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Mastering the Media: When advising families on media, remember all screens not created equal :

May 24, 2016

Digital devices and media have become an important part of our lives and can impact the health and well-being of our patients. In the short time pediatricians have to spend with patients and families at each visit, it can be difficult to cover screen time as a health issue. But healthy media use is something all pediatricians should be discussing with their patients.

This conversation doesn’t always have to be face-to-face; the subject can be mentioned in an email or practice newsletter, a blog article, a handout, waiting-room poster or through your practice website.

Digital devices and media can impact the health and well-being of our patients.Digital devices and media can impact the health and well-being of our patients.

The health impacts of excessive media use are clear. They include decreased real-life communications with family and friends, disturbed sleep patterns, decreased school/work performance, and exposure to online privacy and safety risks, especially for children and adolescents.

Today, there is more diversity in screen time. The main categories of screen time include passive consumption (e.g., watching TV and movies and reading); interactive consumption (e.g., games and internet browsing); communications (e.g., video chatting and social media); and creative use (e.g. composing digital music and digital art).

Although all of these activities can be considered screen time, they are very different from each other. Watching television and creating digital art are two entirely different activities, and the health impacts on children also may be different.

Here are some tips to pass on to your patients and families:

  • Recommend that families create and follow a media use plan.
  • Rules should apply to all family members and all screens. Parents should model appropriate media use behavior.
  • Parents should be knowledgeable about the content their children are accessing.
  • Know and appreciate the differences between educational and recreational screen time.
  • No screens (television, tablets, cell phones, etc.) should be available near or after bedtime. All electronic devices should be turned off and kept in a common location for charging. A general recommendation: No TVs in bedrooms.
  • Specific limits can vary appropriately by age. It’s OK for pre-teens and teens to form and participate in online relationships. It has become part of today’s typical adolescent lifestyle. Parents should monitor these communications as often as possible and practical.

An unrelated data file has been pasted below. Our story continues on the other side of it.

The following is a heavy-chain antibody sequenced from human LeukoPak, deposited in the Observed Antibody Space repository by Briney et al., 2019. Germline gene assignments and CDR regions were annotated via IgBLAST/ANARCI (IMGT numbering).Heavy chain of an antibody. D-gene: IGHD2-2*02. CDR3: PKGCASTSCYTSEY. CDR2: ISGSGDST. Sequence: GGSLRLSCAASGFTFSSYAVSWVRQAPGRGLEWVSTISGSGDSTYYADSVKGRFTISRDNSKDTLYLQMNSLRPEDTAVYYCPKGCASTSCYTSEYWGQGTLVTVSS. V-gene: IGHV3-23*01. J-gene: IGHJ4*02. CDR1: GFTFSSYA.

• Strongly encourage adequate exercise and play time.
  • Family times (especially meal times) should be screen free.
  • Digital etiquette should be addressed and discussed frequently.
  • Encourage digital use together. Parents can learn a lot about digital media use from their children.
  • Eliminate background media, such as a television turned on but not being watched, and other screen time noise, which dramatically reduce the quality of conversations with children of all ages.
  • Remember the value of face-to-face communication. Young children learn best, including language development, from face-to-face, eye-to-eye conversations.
  • Avoid using technology as an electronic babysitter.
  • Visitors should be asked to follow the family’s screen time rules. (Hint: Have a basket at the front door in which guests can deposit their devices and pick them up at the end of the visit.)

These suggestions can improve families’ ability to communicate in the “old-fashioned” way, increase family bonding and enhance use of digital media for education as well as entertainment.

Last year, the Academy conducted a Media Research Symposium titled “Growing Up Digitalto discuss and respond to the many questions our families are asking about digital media. Some of the outcomes of this research offer information to help guide families toward appropriate and productive use of digital media.

Dr. Mendelson is a member of the AAP Council on Communications and Media Executive Committee.

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